I’ve hinted a few times that I’m naturally an asshole, but I’ve been in remission more and more lately. I also refuse to allow the more confrontational part of my personality to dictate what’s going on in Clean and Sober Stoner.
I do lapse from time to time. For instance, I was recently checking out the Stoner Rock Army site, and saw yet another band post something like, well, nothing. Just a link to Bandcamp, and that’s it. I tried to prompt them by asking them to tell us more about it. In reply, they gave me what I took and take to be a smartass answer.
Really! Ok, moogerfoogers, it’s go time…
After careful listening and consideration, I find much to criticize about Hum and their album, One. And none of it has anything to do with their music. In fact, this is the kind of release that I go completely crazy over. The playing is top-notch, the arrangements are virtually perfect, and everything comes together in a way that blows my mind.
Since this is a quick, Late to the Party Post, let me get to the point. If you’re a fan of post-rock like Somali Yacht Club, you probably need to hear this. Not that they’re a clone or a copy, but they manage to establish and maintain a similar atmosphere, but without the tendency to drift too long on a theme or wander aimlessly longer than needed. There’s a discipline and apparent talent towards self-editing that’s sorely lacking in this style of post-rock/progressive/psychedelic/stoner eclectic goodness.
THE standout track that got me off my ass and raising my fist in triumph was Rise of the Locust. An almost sinister, dissonant intro with some nasty, overdriven bass accompanied by equally dark and brooding guitars. Holy shit, this has the same feel and drive of Red-era King Crimson, and ends on the most Fripp-worship-inspired climax I’ve heard since, well, Red. The song is its own beast, but the pedigree is unmistakable. It’s not derivative by any means, don’t get me wrong. It’s just that the guitarist knows his stuff, and is able to incorporate an approach that demands an unusual amount of dedication and focus.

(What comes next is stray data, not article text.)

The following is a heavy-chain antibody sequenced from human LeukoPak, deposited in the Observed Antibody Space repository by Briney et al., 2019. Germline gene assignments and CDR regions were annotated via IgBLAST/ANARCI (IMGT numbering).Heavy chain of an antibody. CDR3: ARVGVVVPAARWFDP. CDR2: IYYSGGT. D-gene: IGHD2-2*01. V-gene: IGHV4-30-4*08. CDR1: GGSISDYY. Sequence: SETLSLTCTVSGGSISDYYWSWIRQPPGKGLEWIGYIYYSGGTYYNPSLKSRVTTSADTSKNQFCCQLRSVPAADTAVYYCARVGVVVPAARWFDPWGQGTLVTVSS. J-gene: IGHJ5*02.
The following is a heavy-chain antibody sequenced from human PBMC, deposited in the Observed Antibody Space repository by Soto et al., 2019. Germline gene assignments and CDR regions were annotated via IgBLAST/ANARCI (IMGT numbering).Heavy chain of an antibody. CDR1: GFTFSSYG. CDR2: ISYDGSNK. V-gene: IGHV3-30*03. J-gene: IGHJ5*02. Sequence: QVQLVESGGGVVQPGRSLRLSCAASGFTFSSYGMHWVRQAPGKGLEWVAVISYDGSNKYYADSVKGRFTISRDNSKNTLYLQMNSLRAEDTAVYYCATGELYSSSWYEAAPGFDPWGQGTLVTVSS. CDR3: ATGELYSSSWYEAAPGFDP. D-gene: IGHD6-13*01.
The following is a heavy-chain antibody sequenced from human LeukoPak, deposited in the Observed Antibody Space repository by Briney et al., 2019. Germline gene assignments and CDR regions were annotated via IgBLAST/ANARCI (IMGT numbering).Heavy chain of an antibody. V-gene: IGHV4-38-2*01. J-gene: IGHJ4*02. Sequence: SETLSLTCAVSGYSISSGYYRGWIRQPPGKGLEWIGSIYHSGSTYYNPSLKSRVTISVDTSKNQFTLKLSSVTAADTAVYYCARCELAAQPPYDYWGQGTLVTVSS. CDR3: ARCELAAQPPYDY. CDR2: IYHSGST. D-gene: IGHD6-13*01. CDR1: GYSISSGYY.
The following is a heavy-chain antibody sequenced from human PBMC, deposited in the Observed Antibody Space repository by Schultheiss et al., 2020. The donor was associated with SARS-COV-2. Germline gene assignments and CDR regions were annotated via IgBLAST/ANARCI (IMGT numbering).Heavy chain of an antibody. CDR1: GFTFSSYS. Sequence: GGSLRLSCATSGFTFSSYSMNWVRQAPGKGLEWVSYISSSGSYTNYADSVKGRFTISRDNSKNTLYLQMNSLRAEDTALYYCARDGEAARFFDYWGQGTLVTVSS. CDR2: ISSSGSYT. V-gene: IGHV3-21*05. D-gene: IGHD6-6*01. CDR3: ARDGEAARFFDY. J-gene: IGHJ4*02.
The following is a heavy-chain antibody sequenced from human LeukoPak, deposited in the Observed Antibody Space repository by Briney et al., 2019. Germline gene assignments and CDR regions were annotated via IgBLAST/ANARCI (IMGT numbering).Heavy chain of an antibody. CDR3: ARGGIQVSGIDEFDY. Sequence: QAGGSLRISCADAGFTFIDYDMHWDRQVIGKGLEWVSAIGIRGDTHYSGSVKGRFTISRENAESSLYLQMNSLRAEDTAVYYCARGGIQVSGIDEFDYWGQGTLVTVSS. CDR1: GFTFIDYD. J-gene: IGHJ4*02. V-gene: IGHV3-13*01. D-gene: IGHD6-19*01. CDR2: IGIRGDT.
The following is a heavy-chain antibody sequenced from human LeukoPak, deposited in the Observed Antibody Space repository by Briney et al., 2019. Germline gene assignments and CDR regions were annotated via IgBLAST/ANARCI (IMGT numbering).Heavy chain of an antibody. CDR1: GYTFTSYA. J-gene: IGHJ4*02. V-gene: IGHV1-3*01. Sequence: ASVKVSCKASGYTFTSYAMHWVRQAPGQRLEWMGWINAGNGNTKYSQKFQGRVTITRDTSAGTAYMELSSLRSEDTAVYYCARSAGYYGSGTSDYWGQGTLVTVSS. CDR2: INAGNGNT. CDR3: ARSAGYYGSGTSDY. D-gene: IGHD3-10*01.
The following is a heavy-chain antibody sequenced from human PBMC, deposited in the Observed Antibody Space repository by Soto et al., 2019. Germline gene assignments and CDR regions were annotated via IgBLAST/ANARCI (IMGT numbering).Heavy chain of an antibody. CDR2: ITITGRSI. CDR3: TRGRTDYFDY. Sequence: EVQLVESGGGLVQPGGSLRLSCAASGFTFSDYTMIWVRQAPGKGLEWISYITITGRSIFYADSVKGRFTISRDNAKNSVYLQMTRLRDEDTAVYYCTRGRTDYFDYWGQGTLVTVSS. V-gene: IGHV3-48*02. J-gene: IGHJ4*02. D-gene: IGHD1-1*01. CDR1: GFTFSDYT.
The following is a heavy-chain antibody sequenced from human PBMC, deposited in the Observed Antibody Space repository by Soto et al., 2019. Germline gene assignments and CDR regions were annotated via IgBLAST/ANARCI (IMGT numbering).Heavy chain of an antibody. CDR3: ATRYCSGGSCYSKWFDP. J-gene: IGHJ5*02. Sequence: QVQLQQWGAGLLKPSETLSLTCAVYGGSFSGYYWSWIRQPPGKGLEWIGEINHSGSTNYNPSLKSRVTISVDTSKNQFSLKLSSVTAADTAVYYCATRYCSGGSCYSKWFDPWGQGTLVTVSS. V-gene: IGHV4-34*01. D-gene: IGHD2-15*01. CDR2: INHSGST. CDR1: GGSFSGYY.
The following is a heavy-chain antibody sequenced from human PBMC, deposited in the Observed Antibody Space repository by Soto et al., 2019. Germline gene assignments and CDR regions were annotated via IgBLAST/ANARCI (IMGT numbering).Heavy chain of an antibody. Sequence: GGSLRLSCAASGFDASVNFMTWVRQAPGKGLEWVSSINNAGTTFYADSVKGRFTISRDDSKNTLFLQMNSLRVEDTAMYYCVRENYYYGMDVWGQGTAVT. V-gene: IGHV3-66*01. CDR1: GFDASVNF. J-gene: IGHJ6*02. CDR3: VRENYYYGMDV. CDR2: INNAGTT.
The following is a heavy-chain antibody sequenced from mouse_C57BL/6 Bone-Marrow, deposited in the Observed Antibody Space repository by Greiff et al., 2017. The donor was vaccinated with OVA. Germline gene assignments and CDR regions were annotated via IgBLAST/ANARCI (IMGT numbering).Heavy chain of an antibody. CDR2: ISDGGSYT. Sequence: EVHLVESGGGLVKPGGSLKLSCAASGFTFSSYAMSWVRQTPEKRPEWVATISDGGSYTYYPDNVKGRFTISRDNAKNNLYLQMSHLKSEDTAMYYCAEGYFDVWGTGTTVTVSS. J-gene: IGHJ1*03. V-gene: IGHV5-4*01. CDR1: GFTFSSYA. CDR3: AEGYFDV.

The same can be said about all three of the musicians. The bass playing is supple, able to switch gears on a time. It’s almost a masterclass of tone and technique. The drumming…well, if you ever wanted to hear Bill Bruford without the bloat, this it. He knows how and when to apply every technique at his disposal for maximum effect.
If you hunger, CRAVE modern, post-rock-on-the-verge-of progressive, heavy psych with a dash of stoner, you should definitely add Hum to your collection. The entire album runs a mere 38 minutes, and every song comes across as the perfect, edited version of what the song should be. One is like a collection of my favorite bits of this kind of music, with none of the stuff I have to overlook in order to enjoy it.
As for my criticisms, screw it. The music really should speak for itself, and One speaks in one of my favorite languages!